Congress on ISIS: Congressional Report ISIS

Published: September 30, 2015

Congress on ISIS: Congressional Report ISIS, The U.S. is losing the battle to stop Americans from traveling abroad to enlist in ISIS, a bipartisan congressional task force concluded in a report released Tuesday.

The determination came out at the same time that President Barack Obama was chairing a U.N. summit on countering violent extremism, in which he stressed America’s successes in combating ISIS even as he acknowledged that more needed to be done on this “very difficult challenge.”

More than 25,000 foreigners have flocked to war-torn Syria and Iraq since 2011 to fight with Islamist terrorist groups including ISIS, according to U.S. government estimates noted in the report.

“Despite concerted efforts to stem the flow, we have largely failed to stop Americans from traveling overseas to join jihadists,” the task force determined in its report.

In just the last nine months, more than 7,000 foreign fighters have swelled the ranks of those radical militant groups waging war and committing atrocities in Iraq and Syria. And while most recruits continue to come from the Middle East and North Africa, thousands of Westerners have traveled to fight in the region — including more than 250 Americans, more than half of which have left in the last year.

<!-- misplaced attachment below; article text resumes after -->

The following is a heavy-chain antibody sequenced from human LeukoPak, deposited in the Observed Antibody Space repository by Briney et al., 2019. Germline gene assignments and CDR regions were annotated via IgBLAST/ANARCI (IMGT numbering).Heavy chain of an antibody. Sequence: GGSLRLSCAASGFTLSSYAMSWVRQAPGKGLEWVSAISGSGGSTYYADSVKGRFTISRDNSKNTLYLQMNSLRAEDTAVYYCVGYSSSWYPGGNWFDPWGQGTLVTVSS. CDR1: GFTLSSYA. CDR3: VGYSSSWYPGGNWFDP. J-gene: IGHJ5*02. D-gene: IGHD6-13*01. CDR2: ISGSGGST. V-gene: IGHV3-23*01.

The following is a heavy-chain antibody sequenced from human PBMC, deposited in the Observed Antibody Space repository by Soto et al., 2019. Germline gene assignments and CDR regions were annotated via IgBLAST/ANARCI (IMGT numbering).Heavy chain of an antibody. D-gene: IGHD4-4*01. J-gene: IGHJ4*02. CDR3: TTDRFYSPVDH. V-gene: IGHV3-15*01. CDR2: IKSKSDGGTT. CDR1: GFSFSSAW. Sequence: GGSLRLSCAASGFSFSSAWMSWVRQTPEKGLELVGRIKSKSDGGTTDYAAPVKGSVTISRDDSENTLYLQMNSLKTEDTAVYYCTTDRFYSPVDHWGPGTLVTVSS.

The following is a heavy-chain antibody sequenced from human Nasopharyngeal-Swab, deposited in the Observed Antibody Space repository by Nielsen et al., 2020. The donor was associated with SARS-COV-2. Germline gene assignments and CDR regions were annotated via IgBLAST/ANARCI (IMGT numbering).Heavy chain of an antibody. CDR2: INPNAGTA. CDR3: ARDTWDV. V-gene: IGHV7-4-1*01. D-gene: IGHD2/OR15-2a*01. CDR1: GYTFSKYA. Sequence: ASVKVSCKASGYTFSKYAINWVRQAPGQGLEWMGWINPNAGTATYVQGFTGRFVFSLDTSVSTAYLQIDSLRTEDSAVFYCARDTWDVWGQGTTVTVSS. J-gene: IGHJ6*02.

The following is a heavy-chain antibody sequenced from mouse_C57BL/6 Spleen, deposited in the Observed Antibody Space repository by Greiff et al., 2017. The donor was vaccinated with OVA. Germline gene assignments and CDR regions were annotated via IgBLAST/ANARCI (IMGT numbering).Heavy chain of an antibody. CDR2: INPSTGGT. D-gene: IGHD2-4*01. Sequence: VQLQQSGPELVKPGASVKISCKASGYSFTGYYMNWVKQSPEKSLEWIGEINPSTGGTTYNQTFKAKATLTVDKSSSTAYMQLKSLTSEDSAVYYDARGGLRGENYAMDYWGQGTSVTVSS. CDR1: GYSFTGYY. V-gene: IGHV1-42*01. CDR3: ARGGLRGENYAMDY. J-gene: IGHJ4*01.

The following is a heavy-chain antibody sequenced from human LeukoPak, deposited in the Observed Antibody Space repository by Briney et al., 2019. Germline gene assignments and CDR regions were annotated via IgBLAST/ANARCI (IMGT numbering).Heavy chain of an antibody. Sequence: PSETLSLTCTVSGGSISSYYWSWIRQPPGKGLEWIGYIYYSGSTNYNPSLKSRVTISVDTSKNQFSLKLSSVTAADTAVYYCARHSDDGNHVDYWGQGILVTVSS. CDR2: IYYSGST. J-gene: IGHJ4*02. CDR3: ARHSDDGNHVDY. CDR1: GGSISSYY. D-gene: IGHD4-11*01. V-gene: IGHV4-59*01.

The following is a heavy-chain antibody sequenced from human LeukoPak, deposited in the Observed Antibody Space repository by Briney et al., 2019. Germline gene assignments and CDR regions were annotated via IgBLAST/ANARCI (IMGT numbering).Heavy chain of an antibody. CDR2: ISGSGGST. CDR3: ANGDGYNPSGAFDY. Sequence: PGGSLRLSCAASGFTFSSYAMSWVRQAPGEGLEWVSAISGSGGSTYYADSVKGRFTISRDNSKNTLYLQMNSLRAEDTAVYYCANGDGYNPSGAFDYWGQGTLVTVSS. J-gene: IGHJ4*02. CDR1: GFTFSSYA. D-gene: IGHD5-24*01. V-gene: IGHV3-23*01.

Those figures prompted the eight-member task force, commissioned by the House Homeland Security Committee and including three House Democrats, to call for an overhaul of the U.S. strategy to stem the flow and threat of foreign fighters in what the task force called “the largest global convergence of jihadists in history.”

“We have to have a strategy to deal with this: both a military strategy abroad, a political solution, but also a prevention strategy here in the United States to prevent this threat,” Homeland Security Committee Chairman Michael McCaul, a Texas Republican, said at a press conference announcing the reports conclusions Tuesday.

Meanwhile, at the U.N. summit on how to counter ISIS and the threat of extremism worldwide, Obama touted the work of the U.S.-led coalition in making gains against ISIS as well as the work of countries to strengthen laws “to disrupt the flow of foreign terrorist fighters.”


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